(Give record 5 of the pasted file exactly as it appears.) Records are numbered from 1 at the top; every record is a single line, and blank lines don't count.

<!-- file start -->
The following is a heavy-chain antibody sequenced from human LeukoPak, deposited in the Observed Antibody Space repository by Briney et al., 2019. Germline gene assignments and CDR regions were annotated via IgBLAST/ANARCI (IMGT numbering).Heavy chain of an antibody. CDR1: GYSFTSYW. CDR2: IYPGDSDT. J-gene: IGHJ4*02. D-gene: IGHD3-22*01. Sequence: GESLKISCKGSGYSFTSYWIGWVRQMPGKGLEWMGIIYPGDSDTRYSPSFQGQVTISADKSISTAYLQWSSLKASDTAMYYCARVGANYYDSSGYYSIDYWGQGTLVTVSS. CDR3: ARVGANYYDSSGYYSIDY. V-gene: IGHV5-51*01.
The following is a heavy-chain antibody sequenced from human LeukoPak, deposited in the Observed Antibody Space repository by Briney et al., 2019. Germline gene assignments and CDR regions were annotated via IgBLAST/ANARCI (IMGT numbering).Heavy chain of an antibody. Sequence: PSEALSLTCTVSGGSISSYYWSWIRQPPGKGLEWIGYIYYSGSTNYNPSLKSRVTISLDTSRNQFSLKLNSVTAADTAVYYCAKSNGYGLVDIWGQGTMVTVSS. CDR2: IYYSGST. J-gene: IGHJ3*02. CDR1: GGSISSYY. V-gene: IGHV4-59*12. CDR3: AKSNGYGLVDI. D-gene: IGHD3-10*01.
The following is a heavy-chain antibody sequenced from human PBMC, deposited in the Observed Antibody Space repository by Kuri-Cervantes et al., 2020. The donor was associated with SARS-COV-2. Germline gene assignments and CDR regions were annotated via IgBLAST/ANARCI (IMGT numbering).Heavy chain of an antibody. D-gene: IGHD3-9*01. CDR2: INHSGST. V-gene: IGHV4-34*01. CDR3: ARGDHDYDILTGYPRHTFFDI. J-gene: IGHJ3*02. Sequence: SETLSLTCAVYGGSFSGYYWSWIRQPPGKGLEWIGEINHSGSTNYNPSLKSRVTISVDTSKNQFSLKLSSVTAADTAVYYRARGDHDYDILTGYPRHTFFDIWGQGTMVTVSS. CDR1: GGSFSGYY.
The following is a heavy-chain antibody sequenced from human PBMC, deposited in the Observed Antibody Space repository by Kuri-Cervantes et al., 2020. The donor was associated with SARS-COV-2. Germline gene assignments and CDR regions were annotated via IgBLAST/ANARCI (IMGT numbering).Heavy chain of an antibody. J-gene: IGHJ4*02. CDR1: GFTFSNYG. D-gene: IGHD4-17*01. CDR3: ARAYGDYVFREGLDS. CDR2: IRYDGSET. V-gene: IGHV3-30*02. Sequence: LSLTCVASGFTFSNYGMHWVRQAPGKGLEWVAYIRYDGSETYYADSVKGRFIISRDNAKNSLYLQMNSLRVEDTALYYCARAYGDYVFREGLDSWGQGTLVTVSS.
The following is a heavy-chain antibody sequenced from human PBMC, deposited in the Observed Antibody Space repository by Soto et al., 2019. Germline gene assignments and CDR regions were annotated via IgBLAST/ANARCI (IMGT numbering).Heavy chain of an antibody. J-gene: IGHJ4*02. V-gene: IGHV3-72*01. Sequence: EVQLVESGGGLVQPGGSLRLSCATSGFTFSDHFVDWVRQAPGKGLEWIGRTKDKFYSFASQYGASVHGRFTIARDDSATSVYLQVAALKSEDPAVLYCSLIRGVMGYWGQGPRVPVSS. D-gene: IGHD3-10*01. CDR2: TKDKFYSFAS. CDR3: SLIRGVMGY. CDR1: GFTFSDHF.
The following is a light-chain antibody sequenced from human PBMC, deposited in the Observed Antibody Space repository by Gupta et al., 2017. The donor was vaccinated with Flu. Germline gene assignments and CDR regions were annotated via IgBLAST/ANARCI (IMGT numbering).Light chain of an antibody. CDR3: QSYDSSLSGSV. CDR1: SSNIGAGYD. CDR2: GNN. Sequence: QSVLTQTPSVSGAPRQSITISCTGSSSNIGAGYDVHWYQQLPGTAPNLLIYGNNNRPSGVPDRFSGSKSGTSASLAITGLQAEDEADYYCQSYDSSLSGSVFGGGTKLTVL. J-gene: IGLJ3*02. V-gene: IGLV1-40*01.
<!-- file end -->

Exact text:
The following is a heavy-chain antibody sequenced from human PBMC, deposited in the Observed Antibody Space repository by Soto et al., 2019. Germline gene assignments and CDR regions were annotated via IgBLAST/ANARCI (IMGT numbering).Heavy chain of an antibody. J-gene: IGHJ4*02. V-gene: IGHV3-72*01. Sequence: EVQLVESGGGLVQPGGSLRLSCATSGFTFSDHFVDWVRQAPGKGLEWIGRTKDKFYSFASQYGASVHGRFTIARDDSATSVYLQVAALKSEDPAVLYCSLIRGVMGYWGQGPRVPVSS. D-gene: IGHD3-10*01. CDR2: TKDKFYSFAS. CDR3: SLIRGVMGY. CDR1: GFTFSDHF.